The present context for discussing the impact on business of lawsuits under Alien Tort Statute (ATS) (1) is the Supreme Court's consideration of Kiobel v. Royal Dutch Petroleum Co. (2) The Court's decision on the core issue of corporate liability may settle that issue, but on March 5, 2012, a week after oral argument, the Court issued an order for a rehearing on the issue of extraterritoriality, which had figured prominently in its questioning). (3) The Court set a briefing schedule ending in June, and set October 1, 2012 for reargument.
My central contention here is that U.S. business has been frustrated, at least since the Supreme Court's 2004 decision in Sosa v. Alvarez-Machain, (4) by the prospect that lengthy and expensive lawsuits may be lodged against corporations on an ill-defined universe of grounds. Lawsuits under the ATS have significant tangible and intangible costs to corporate defendants, as well as to targeted countries and to the United States as a whole. Some of these costs, such as legal fees, are easily quantified, while others, such as reputational damage, are more difficult to calculate. Second-order costs, such as opportunity costs in lost commerce to developing economies, are simply unmeasurable, but no less real.
Any serious assessment of the costs of ATS lawsuits would also assess their benefits. Who gains when a company is sued under the ATS? Does the threat of ATS lawsuits affect corporate behavior? Does the possibility of being sued increased corporate sensitivity to human rights or does it disincline them to invest in countries whose governments have poor human rights records? Is the impact of the ATS exclusively at the level of the firm or are there macro-economic consequences?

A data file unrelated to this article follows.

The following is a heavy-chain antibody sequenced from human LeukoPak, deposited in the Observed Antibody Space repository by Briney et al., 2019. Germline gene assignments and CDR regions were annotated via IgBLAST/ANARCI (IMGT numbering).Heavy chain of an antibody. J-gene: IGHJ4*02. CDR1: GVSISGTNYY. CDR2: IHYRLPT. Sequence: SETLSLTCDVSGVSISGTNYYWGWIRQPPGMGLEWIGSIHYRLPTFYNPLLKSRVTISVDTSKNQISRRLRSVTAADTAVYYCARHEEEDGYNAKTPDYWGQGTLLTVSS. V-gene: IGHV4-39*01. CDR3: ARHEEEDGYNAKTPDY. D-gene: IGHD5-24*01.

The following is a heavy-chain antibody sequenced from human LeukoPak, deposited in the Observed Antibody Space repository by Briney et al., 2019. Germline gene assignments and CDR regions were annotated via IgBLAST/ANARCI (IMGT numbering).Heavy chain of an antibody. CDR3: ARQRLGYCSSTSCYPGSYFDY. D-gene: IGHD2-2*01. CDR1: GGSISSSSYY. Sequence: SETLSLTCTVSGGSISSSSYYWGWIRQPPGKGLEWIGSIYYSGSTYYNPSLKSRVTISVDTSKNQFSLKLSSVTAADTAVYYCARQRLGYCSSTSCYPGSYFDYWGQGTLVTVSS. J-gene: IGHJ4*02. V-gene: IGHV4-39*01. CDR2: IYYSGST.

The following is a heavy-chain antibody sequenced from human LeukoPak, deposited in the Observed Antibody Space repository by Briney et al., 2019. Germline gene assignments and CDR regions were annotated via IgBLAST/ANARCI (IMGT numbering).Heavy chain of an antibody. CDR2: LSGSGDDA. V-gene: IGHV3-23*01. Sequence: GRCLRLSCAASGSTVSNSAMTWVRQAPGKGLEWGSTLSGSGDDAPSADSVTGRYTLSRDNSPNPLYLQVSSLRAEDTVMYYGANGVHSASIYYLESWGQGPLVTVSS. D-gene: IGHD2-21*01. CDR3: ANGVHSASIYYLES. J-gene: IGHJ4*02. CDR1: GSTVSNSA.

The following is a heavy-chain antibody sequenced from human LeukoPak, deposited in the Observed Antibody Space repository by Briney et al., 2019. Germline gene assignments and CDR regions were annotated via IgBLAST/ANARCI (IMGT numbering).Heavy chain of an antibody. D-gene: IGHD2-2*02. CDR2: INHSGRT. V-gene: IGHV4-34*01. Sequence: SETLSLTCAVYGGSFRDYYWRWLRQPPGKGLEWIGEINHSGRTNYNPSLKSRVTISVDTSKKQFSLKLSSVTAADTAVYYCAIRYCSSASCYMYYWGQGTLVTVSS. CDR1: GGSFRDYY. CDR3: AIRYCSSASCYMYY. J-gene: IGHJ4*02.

Before addressing some of these questions, let me say that the standard for aiding and abetting that ultimately prevails in ATS litigation has an important bearing on any cost-benefit analysis. Because a "knowledge" standard allows more scope for suits being filed than a standard of "intent," one can assume that the costs will be higher if a knowledge standard is affirmed. To this end, the National Foreign Trade Council (NFTC) and USA*Engage along with five other trade associations filed an amicus brief with the Supreme Court in Kiobel arguing that "'purpose to facilitate' is the required mental element for aiding-and-abetting claims under the ATS" and not a standard of mere knowledge. (5)
Unless one takes a purely punitive view of ATS litigation, the benefit must be found in somehow changing corporate behavior. Of course, one consequence of proliferating ATS suits may be to deter foreign direct investment in target countries. This is because a broad construction of a "knowledge" standard potentially covers a wide spectrum of corporate activity, and is likely to increase the number of lawsuits and decrease the propensity of companies to invest in such countries. Since the relevant actor in these cases is the government of the country at issue, private investors lack control, or in most cases influence, over the behavior of those governments. In addition, governments change. A government with a good human rights record could be succeeded by one with fewer scruples. A corporation with a direct investment premised on a return over a lengthy period of time faces a dilemma and may well divest rather than face possible ATS suits.
Take Burma, for example. After decades of abysmal human rights performance, the military government has released Aun San Suu Kyi and has held elections, in the wake of which the United States announced the lifting of some of its sanctions. It is not unthinkable that the U.S. government will at some point encourage American companies to invest, as it has done in many other cases. Given a broad construction of a "knowledge" standard for ATS lawsuits combined with the possibility of Burma's government reverting to type, the ATS becomes a significant factor in any cost-benefit analysis and a real deterrent to investment. …